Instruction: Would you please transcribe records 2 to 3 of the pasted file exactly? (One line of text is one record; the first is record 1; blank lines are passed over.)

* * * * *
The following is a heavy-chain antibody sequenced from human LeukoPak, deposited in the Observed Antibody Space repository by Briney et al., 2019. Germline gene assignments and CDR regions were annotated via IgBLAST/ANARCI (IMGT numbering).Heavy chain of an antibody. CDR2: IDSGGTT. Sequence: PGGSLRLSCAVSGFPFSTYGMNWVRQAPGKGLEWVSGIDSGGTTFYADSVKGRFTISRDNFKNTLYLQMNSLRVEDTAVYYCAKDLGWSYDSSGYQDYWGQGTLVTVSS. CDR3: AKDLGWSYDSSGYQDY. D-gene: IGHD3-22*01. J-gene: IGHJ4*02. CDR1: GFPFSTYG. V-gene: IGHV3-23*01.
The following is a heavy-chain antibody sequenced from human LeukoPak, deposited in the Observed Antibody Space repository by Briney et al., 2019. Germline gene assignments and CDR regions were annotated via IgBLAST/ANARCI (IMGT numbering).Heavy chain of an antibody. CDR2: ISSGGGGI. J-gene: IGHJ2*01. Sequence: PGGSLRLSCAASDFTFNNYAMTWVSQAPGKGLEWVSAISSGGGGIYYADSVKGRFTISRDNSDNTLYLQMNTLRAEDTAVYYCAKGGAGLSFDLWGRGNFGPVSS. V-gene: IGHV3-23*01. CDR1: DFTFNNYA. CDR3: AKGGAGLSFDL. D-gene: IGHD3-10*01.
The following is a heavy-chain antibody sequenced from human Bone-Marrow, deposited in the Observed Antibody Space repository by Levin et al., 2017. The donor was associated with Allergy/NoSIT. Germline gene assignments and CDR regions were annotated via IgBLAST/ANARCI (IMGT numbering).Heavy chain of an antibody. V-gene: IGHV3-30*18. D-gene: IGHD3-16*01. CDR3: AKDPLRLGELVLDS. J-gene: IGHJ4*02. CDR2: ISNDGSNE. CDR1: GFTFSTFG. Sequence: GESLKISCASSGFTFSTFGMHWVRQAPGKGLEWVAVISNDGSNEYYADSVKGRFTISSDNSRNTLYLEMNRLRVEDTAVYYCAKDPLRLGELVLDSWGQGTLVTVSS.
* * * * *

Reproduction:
The following is a heavy-chain antibody sequenced from human LeukoPak, deposited in the Observed Antibody Space repository by Briney et al., 2019. Germline gene assignments and CDR regions were annotated via IgBLAST/ANARCI (IMGT numbering).Heavy chain of an antibody. CDR2: ISSGGGGI. J-gene: IGHJ2*01. Sequence: PGGSLRLSCAASDFTFNNYAMTWVSQAPGKGLEWVSAISSGGGGIYYADSVKGRFTISRDNSDNTLYLQMNTLRAEDTAVYYCAKGGAGLSFDLWGRGNFGPVSS. V-gene: IGHV3-23*01. CDR1: DFTFNNYA. CDR3: AKGGAGLSFDL. D-gene: IGHD3-10*01.
The following is a heavy-chain antibody sequenced from human Bone-Marrow, deposited in the Observed Antibody Space repository by Levin et al., 2017. The donor was associated with Allergy/NoSIT. Germline gene assignments and CDR regions were annotated via IgBLAST/ANARCI (IMGT numbering).Heavy chain of an antibody. V-gene: IGHV3-30*18. D-gene: IGHD3-16*01. CDR3: AKDPLRLGELVLDS. J-gene: IGHJ4*02. CDR2: ISNDGSNE. CDR1: GFTFSTFG. Sequence: GESLKISCASSGFTFSTFGMHWVRQAPGKGLEWVAVISNDGSNEYYADSVKGRFTISSDNSRNTLYLEMNRLRVEDTAVYYCAKDPLRLGELVLDSWGQGTLVTVSS.